In a blog post this past week, a reporter for the New York Times pondered the paradox that although folks online say they care about the collection of certain personal data, not many are willing to pay to avoid it.
The post cited a study where about 500 people in a lab were given the option of buying movie tickets from one of two online companies. Both companies asked for names, dates of birth, and e-mail addresses. One company also asked for a mobile phone number in exchange for a discount of 65 cents for the tickets. Fewer than one in three participants (29%) agreed to pay the extra money to keep their cell phone number out of the hands of the online movie ticket company. Only 9% agreed to pay a premium to avoid getting marketing e-mails.
Similarly, Pew Research has found that nine out of 10 people surveyed said they were satisfied with the performance of search engines. And yet 68% said they were “not O.K.” with targeted advertising because they did not like their “online behavior tracked and analyzed.”
Hopefully this enduring paradox is not lost on legislators, who are being pressed by the self-anointed "privacy" industry to pass laws that either limit online tracking or make opt-out the default choice on data collection.
But I think the idea of paying not to be marketed to has traction already. Most certainly one of the reasons my cable bill runs to $250 a month is so I can get programming uninterrupted by commercials (well, the nudity and slow-motion violence don't hurt either). As part of that cost, I’m paying for a trio of cable-owned DVRs so I can tape nearly everything that is not on the premium tiers. I can watch a network show in 40 minutes instead of 60, and a football or basketball game in minutes rather than hours, by skipping past the seemingly endless commercials.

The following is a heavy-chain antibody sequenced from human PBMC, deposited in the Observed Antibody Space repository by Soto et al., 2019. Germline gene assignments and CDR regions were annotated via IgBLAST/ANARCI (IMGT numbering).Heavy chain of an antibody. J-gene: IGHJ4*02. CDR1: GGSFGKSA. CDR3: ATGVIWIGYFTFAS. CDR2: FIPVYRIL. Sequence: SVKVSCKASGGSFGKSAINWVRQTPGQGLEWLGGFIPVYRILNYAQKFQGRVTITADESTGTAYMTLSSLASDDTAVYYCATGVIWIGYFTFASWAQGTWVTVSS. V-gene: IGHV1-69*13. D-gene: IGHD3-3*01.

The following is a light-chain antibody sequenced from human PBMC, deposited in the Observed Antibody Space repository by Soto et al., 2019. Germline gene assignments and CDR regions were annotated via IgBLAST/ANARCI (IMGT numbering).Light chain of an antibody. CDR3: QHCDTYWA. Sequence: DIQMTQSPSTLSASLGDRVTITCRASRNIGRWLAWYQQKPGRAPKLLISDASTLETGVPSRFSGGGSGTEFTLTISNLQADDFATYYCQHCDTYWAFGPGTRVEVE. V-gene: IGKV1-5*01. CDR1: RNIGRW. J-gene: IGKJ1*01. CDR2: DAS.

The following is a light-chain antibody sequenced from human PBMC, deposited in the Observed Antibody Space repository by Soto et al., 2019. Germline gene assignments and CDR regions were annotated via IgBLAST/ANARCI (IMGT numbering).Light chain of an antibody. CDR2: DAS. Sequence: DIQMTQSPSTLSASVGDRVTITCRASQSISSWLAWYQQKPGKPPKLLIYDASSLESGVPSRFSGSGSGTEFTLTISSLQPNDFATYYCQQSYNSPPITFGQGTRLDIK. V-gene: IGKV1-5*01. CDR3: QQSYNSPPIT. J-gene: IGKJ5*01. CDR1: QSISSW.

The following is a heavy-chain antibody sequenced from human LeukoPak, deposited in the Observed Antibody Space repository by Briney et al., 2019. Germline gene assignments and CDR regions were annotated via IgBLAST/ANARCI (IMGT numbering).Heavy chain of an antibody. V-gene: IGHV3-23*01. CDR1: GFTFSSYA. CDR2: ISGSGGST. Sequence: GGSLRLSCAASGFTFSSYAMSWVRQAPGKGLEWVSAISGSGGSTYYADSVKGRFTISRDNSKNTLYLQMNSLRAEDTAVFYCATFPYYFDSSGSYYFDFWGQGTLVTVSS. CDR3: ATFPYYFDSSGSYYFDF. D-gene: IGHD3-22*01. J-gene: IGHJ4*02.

Why stop there? I would pay the postal service $5 a month to stop delivering those annoying flyers and marketing postcards. Although I throw out 99% of the catalogues that come by snail mail, one will occasionally grab my attention, so those aren't as onerous. I would be happy to have the .0007 cents of the pro rata share of money theaters get to show me commercials before the feature starts, added to my ticket price. Some classical music would be sufficient and welcome.
Although I don't really mind newspaper ads (except the bulk inserts in the Sunday edition, which are pretty easy to pitch all at once) I would let the local paper add a few bucks a year to stop putting ad stickers on the front page and using those wraps that cover a quarter of the section. Oddly, they are always from the same mattress company -- and just as oddly, I would never set foot in their store simply BECAUSE of the wraps.
Loyal readers already know I pay for satellite radio in all of my cars. To me, radio advertising is about the most annoying and torturous form of marketing ever invented --right up there with not-very-attractive young adults trying to spray you as you walk past them in department stores.
Even though I have signed up for every Do Not Call list I can find, I still get those unwanted phone calls -- and I still hang up on them. Add another few bucks to my monthly phone bill so I don't have to get up from the table to slam down the receiver.
Would I pay not to be tracked online? Not really. I kind of like getting ads from places where I routinely shop online -- or their competition. I often click on Google ads since I figure they probably have the item I am looking for. Over the years, the ability to deduce my real interests has gotten decidedly more sophisticated and accurate. This is not to endorse any and all kinds of online ad units (not a big fan of auto-play video, have to admit), but I am happy to see fewer smack-the-monkey ads and more that really interest me.